May 22, 2017 — A new free resource allows radiology practices to estimate professional, technical and global bundled prices for breast cancer screening bundles using different assumptions for which services are included, service utilization and reimbursement rates. Developed by the Harvey L. Neiman Health Policy Institute, the Breast Screening Bundle Tool was presented at the American College of Radiology (ACR) annual meeting, May 21-25 in Washington, D.C.
“This new tool is designed to help radiology practices develop bundled payment models for breast cancer screening,” said Danny R. Hughes, Ph.D., Neiman Institute senior director for health policy research and senior research fellow. “The calculated bundled prices are a single price for patients that would cover initial mammography screening and all subsequent imaging screening and diagnostic testing for either 364 days after the initial screen or a referral for biopsy or positive cancer diagnosis.”
According to Hughes, practices can enter their own utilization and local pricing data to estimate potential bundled prices for both public and commercial insurers. Practices can also choose which services to include in a bundle by assigning values of zero to any services in the tool they wish to exclude.
The launch of the tool follows the publication of a Journal of the American College of Radiology (JACR) paper, which found that breast cancer screening provides a framework for radiologist-led bundled payment models, and can be implemented with different services included in the bundle depending upon a practice’s specific patient panel. The tool was developed using carrier claims data from the Centers for Medicare and Medicaid Services (CMS) 5 Percent Research Identifiable Files (RIF) from 2013-2015, the most recent years available.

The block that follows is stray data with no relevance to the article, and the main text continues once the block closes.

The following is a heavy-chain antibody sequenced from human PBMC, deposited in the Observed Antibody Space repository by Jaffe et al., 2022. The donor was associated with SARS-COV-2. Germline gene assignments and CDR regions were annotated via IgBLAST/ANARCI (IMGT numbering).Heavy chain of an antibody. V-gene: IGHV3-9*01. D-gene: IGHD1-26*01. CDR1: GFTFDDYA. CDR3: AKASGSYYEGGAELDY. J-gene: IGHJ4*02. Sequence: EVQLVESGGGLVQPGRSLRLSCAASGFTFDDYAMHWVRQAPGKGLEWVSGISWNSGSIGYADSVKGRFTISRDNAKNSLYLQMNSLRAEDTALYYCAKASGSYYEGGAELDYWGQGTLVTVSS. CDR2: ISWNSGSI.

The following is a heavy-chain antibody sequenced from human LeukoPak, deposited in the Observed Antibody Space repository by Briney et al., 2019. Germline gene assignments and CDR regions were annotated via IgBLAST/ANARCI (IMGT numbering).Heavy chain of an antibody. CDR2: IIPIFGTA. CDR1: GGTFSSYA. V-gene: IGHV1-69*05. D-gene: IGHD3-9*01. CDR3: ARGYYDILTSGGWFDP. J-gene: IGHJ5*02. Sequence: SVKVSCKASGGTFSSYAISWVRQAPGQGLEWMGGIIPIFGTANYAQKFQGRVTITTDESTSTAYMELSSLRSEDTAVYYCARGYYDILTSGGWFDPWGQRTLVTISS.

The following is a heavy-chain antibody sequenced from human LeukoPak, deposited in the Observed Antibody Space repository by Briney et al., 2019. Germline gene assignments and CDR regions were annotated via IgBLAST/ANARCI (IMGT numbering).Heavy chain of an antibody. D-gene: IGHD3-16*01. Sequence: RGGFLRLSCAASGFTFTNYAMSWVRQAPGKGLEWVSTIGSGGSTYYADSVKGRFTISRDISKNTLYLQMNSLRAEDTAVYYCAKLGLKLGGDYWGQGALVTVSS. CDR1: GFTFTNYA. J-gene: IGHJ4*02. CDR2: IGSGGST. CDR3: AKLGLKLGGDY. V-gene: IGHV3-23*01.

“As the U.S. healthcare delivery system transitions from FFS [fee-for-service] to value-based payments, it’s important that we [radiologists] are at the table to ensure that our patients have access to high quality imaging and shaping payment policy to support that access,” said Geraldine McGinty, M.D., MBA, FACR, vice chair of the ACR Board of Chancellors and a coauthor of the JACR study. “Bundled payments are seen by policymakers as a vehicle for aligning incentives and are currently required by the Centers for Medicare and Medicaid Services for joint replacement care in most major markets.”
For more information: www.neimanhpi.org